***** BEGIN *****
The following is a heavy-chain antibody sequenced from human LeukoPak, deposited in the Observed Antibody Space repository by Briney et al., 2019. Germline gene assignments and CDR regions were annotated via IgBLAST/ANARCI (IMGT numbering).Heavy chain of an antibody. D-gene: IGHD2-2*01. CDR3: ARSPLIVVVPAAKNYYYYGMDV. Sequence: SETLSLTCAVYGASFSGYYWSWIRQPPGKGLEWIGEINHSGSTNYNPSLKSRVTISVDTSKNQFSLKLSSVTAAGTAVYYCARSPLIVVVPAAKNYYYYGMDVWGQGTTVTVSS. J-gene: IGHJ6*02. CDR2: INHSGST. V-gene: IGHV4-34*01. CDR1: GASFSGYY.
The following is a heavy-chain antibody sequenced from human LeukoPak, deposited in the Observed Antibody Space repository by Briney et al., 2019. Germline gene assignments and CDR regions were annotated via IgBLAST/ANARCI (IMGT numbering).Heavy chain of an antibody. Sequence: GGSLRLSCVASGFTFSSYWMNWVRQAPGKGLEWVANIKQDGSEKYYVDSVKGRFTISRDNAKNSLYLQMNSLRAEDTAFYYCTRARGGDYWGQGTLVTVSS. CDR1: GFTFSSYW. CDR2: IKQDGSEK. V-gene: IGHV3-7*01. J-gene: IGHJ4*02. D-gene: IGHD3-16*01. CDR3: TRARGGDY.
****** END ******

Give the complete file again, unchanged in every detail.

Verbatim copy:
The following is a heavy-chain antibody sequenced from human LeukoPak, deposited in the Observed Antibody Space repository by Briney et al., 2019. Germline gene assignments and CDR regions were annotated via IgBLAST/ANARCI (IMGT numbering).Heavy chain of an antibody. D-gene: IGHD2-2*01. CDR3: ARSPLIVVVPAAKNYYYYGMDV. Sequence: SETLSLTCAVYGASFSGYYWSWIRQPPGKGLEWIGEINHSGSTNYNPSLKSRVTISVDTSKNQFSLKLSSVTAAGTAVYYCARSPLIVVVPAAKNYYYYGMDVWGQGTTVTVSS. J-gene: IGHJ6*02. CDR2: INHSGST. V-gene: IGHV4-34*01. CDR1: GASFSGYY.
The following is a heavy-chain antibody sequenced from human LeukoPak, deposited in the Observed Antibody Space repository by Briney et al., 2019. Germline gene assignments and CDR regions were annotated via IgBLAST/ANARCI (IMGT numbering).Heavy chain of an antibody. Sequence: GGSLRLSCVASGFTFSSYWMNWVRQAPGKGLEWVANIKQDGSEKYYVDSVKGRFTISRDNAKNSLYLQMNSLRAEDTAFYYCTRARGGDYWGQGTLVTVSS. CDR1: GFTFSSYW. CDR2: IKQDGSEK. V-gene: IGHV3-7*01. J-gene: IGHJ4*02. D-gene: IGHD3-16*01. CDR3: TRARGGDY.